Why it’s time to retire the term ‘Asian Pacific Islander’

This image is currently not available
1 of 2 Pasifika (Pacific Islander) leaders Joseph Seia, left, and Dakota Camacho, on Wednesday in Burien. (Ken Lambert / The Seattle Times)
This image is currently not available
2 of 2 Pasifika (Pacific Islander) leaders Joseph Seia, left, and Dakota Camacho. Seia is showing his necklace made from nuts indigenous to Samoa, calls it “wearing your earth.” (Ken Lambert / The Seattle Times)

Sometimes in the march to progress and inclusivity, we find ourselves taking a path that leads us in the opposite direction than what we intended.

Such is the case with the term “Asian Pacific Islander” or API, a now commonly used way to describe people of Asian American and Pacific Islander descent in the United States. An even more shorthanded version is Asian Pacific American, or APA. 

There are now API and APA organizations, scholarships, grants, academic disciplines, a national Asian Pacific American Heritage Month and in Washington state, a Commission on Asian Pacific American Affairs (CAPAA).

The original term, Asian American, came out of the pan-Asian student movement of the late 1960s, as part of an effort to unify what had been disparate Asian American groups into an umbrella that acknowledged a shared history, identity and reject the antiquated and geographically subjective term “Oriental.”

By the 1980s, the U.S. Census expanded the definition, presumably to be more inclusive, grouping Asian Americans and Pacific Islanders together into the category of Asian Pacific Islander. By 1997, the federal Office of Management and Budget (OMB) changed back to allow different categories for “Asian” and “Native Hawaiian and other Pacific Islander,” but the umbrella API and APA terms have stuck.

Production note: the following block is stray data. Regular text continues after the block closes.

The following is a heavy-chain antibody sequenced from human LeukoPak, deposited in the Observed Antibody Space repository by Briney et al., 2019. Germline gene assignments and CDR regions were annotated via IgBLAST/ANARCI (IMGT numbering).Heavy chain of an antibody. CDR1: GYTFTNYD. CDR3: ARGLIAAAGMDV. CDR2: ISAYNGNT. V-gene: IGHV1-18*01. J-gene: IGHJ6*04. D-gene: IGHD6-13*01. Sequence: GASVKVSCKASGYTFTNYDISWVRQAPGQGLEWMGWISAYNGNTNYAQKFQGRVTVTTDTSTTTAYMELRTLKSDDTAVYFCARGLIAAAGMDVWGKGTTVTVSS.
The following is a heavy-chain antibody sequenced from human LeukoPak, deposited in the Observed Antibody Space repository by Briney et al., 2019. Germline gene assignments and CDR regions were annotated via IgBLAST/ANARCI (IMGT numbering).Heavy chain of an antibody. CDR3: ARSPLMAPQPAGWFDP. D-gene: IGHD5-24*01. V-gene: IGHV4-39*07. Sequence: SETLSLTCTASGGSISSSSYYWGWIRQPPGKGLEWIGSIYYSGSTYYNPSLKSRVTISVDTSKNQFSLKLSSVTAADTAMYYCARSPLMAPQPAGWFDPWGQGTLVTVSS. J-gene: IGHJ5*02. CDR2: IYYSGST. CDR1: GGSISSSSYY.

Now, some Pacific Islander, also known as Pasifika, community leaders say it’s time to disaggregate Pacific Islander from Asian Americans and take the “P” back to speak truth to the reality of the Pacific Islander experience.

Pacific Islander or Pasifika people are those originating or living in Micronesia, Melanesia and Polynesia. Pacific Islander communities face significant health and socio-economic disparities compared to other groups. In most measures, such as poverty rates and health outcomes, Native Hawaiian and Pacific Islander (NHPI) people fall behind white Americans as well as behind Asian Americans. Nowhere are those disparities more evident than with COVID-19.

In Washington, the state with the third highest number of NHPI in the country, Native Hawaiians and Pacific Islanders have a seven times higher rate of COVID-19 cases than white and Asian American people. 

Joseph Seia, the founder and executive director of the Pacific Islander Community Association (PICA) of Washington, said merging Asian American and NHPI together makes the specific needs of NHPI people invisible.

Seia said the experience of NHPI people is actually much more akin to the experience of urban Native American people, as the majority of NHPI are also indigenous to their original lands and suffered displacement, dislocation and subjugation due to colonization – including colonization and oppression by Asian countries.